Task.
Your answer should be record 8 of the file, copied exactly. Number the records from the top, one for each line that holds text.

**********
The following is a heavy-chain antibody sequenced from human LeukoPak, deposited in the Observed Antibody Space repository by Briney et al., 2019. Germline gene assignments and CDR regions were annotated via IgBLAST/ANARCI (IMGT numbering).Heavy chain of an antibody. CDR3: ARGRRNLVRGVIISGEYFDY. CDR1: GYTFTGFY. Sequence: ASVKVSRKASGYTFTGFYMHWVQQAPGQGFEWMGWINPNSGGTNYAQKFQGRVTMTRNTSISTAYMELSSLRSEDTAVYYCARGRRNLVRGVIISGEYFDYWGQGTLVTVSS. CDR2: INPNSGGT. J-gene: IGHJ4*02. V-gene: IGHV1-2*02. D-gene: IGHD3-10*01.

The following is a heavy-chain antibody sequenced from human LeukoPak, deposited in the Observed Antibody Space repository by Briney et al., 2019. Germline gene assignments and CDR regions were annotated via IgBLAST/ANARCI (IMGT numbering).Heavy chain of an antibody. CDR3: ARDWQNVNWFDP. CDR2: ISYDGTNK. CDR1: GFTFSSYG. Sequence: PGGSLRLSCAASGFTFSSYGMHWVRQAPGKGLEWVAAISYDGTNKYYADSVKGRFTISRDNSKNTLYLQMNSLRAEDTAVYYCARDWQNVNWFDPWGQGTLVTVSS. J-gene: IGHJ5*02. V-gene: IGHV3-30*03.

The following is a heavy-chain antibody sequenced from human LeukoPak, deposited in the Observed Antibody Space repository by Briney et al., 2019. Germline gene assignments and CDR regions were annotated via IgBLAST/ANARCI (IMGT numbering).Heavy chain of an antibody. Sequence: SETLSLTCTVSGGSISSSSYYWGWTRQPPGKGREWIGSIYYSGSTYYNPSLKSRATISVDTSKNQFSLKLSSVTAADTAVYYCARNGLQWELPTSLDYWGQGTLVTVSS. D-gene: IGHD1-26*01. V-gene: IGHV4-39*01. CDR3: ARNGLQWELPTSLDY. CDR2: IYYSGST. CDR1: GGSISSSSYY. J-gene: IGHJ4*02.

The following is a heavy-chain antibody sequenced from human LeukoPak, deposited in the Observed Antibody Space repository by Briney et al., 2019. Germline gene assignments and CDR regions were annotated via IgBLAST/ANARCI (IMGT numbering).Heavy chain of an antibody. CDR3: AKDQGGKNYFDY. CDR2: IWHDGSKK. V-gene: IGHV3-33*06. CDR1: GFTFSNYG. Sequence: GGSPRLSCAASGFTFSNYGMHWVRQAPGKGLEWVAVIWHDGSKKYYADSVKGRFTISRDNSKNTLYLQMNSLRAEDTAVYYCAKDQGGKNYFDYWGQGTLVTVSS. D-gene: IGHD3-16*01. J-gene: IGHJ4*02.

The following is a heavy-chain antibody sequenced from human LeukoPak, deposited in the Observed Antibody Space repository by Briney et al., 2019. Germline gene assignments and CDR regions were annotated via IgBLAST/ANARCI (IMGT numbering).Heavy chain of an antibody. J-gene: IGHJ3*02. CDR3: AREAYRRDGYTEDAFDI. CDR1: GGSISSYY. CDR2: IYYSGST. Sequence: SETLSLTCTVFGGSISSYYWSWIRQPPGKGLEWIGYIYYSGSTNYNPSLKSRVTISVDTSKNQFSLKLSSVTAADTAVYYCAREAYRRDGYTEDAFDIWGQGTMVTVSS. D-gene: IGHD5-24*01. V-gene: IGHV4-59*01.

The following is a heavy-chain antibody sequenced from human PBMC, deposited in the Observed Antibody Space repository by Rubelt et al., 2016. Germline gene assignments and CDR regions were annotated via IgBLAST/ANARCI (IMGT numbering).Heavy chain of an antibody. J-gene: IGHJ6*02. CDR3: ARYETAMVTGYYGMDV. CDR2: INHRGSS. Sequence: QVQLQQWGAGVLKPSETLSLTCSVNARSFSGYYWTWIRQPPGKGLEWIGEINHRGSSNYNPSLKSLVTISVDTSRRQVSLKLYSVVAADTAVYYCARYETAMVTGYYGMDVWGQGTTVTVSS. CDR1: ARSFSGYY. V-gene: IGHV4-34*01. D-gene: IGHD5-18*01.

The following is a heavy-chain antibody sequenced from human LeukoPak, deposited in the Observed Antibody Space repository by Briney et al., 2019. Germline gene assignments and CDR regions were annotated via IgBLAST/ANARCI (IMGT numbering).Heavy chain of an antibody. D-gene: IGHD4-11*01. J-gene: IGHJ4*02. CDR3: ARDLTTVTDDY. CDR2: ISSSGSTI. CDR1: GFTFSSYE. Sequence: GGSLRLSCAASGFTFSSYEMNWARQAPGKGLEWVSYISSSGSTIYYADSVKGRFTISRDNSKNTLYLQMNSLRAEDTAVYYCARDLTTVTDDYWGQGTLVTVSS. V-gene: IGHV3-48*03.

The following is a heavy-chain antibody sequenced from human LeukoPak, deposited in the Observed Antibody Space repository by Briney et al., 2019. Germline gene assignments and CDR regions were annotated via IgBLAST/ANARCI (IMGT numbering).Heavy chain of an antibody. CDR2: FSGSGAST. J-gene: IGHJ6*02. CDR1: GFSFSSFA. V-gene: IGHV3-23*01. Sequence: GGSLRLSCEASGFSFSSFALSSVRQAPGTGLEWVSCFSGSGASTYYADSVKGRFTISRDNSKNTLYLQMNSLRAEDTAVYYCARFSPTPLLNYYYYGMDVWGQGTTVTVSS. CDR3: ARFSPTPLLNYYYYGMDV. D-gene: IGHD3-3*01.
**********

The following is a heavy-chain antibody sequenced from human LeukoPak, deposited in the Observed Antibody Space repository by Briney et al., 2019. Germline gene assignments and CDR regions were annotated via IgBLAST/ANARCI (IMGT numbering).Heavy chain of an antibody. CDR2: FSGSGAST. J-gene: IGHJ6*02. CDR1: GFSFSSFA. V-gene: IGHV3-23*01. Sequence: GGSLRLSCEASGFSFSSFALSSVRQAPGTGLEWVSCFSGSGASTYYADSVKGRFTISRDNSKNTLYLQMNSLRAEDTAVYYCARFSPTPLLNYYYYGMDVWGQGTTVTVSS. CDR3: ARFSPTPLLNYYYYGMDV. D-gene: IGHD3-3*01.